Lord, make me an instrument of your peace
Where there is hatred, let me sow love
Where there is injury, pardon
Where there is doubt, faith
Where there is despair, hope
Where there is darkness, light
And where there is sadness, joy

O Divine Master, grant that I may not so much seek
To be consoled as to console
To be understood, as to understand
To be loved, as to love
For it is in giving that we receive
And it’s in pardoning that we are pardoned
And it’s in dying that we are born to Eternal Life.

All Scripture quotations are from the Revised Standard Version of the Bible, copyright © 1946, 1952, and 1971 National Council of the Churches of Christ in the United States of America. Used by permission. All rights reserved.

If you worship at home, please let us know so we can pray for you!


For the last six weeks, we’ve been talking about how there are benefits that come to us because we believe. But there are benefits that come to anyone who chooses to believe and to follow Jesus Christ as Lord and Savior. And we’ve talked about all of those. And now we’re down to the last Sunday in the season of Pentecost and the last benefit, which is the benefit of gratitude. To be thankful.

It is not always easy to be thankful because life does not always provide us with reasons that push us to be thankful. But every single one of these benefits of belief are choices that you and I make to go against the flow, to go against the way the world wants us to think, to go in the direction of God’s will. And to be thankful is exactly that, a choice. And it will lead us to a better life because here’s something important:

What has your attention?

Because whatever has your attention, your attention is like fuel for that to grow in your life. In the middle of a storm on the Sea of Galilee, the disciples saw a figure walking across the water toward their boat in the middle of a storm. And they were frightened and they thought it was a ghost. And the more their attention focused on this figure, the more frightened they were.

And then the figure announced, “It’s I, Jesus.” And now their focus was on Jesus, and they were no longer afraid. And then the apostle Peter, for some bizarre reason known only to him, says, “Jesus, if it’s really you, tell me to come and walk on the water with you.” Where do people get those ideas? And Jesus, though, just says, “Come.” And so Peter steps out from the boat onto the water and he takes steps toward Jesus. And he’s watching Jesus. And he finds that as long as he’s watching Jesus, he can walk on the water.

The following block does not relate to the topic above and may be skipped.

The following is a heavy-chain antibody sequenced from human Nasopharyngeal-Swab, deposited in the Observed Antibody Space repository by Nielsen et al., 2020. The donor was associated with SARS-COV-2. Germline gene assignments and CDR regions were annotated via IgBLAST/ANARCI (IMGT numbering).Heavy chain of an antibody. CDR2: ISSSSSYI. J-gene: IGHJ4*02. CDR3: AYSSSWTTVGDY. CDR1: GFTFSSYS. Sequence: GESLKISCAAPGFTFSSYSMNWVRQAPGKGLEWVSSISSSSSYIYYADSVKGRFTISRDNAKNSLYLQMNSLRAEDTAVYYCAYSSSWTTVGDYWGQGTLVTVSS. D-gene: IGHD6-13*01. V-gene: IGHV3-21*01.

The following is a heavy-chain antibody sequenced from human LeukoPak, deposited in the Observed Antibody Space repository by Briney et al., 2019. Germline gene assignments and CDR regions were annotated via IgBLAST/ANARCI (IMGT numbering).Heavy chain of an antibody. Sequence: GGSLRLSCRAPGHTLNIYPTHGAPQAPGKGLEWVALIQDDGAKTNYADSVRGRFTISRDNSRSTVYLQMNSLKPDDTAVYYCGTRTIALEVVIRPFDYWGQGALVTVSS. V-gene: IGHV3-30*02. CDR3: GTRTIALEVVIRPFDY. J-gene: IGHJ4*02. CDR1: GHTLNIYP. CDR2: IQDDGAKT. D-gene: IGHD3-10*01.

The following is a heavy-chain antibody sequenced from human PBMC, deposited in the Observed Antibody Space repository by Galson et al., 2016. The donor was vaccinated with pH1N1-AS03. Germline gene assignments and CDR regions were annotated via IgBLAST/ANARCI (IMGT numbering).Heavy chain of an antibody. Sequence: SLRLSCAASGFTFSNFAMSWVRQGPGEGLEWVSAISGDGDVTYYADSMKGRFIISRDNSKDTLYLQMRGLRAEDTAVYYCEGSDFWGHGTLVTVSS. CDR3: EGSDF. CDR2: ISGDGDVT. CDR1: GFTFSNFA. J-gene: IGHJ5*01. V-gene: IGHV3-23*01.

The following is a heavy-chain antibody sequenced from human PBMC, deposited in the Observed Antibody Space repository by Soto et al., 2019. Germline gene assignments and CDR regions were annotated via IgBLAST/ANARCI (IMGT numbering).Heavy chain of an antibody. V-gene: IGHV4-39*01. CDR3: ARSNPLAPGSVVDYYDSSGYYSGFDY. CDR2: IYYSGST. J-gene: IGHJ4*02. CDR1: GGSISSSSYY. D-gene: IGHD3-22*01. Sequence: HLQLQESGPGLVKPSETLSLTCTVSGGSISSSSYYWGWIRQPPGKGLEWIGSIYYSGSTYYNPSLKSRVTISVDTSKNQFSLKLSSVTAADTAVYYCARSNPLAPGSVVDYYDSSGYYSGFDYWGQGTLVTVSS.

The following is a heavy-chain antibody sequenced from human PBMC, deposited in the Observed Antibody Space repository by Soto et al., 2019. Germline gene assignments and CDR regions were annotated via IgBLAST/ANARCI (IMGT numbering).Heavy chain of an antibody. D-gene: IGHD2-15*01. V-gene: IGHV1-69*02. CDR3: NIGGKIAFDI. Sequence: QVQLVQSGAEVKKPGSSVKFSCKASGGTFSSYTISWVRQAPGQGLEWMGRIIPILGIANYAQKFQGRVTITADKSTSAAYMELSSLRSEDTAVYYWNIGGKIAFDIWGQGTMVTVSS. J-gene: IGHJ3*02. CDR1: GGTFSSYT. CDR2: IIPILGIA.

Now, if you took driver’s ed like I did back in high school years and years ago, they tell you that you’re supposed to look in the distance where you want your car to go. Now, you do have to keep an eye out, but the point they were making is, if you watch the side of the road, if you watch the ditch, your car will automatically go where you’re looking. So at least some of the time, you need to look in the distance where you want to go, where you hope to be, and that will help you keep on the road. And as long as Peter is looking at Jesus, walking on water doesn’t seem to be a problem.

But he takes his eyes away from Jesus, and maybe he looks over to the disciples in the boat going, “Eh, look at me.” But he notices the waves that are high, and he notices the storm. And all of a sudden, now that his eyes are off Jesus, as it says in Matthew 14:30, “But when he saw the wind, he was afraid. And beginning to sink he cried out, “Lord, save me.” You see, when you stop looking at Jesus, it’s hard not to be afraid, and it’s hard to walk on water. But verse 31, Jesus immediately reached out his hand and caught him saying to him, “Oh man of little faith, why did you doubt?”

Now, certainly, when Peter got afraid, he was doubting what Jesus could do. But please notice what happened before Peter got afraid. He took his eyes off Jesus and gave his attention to the problems all around him. And that’s why you have to think about what you are seeing, what has your attention.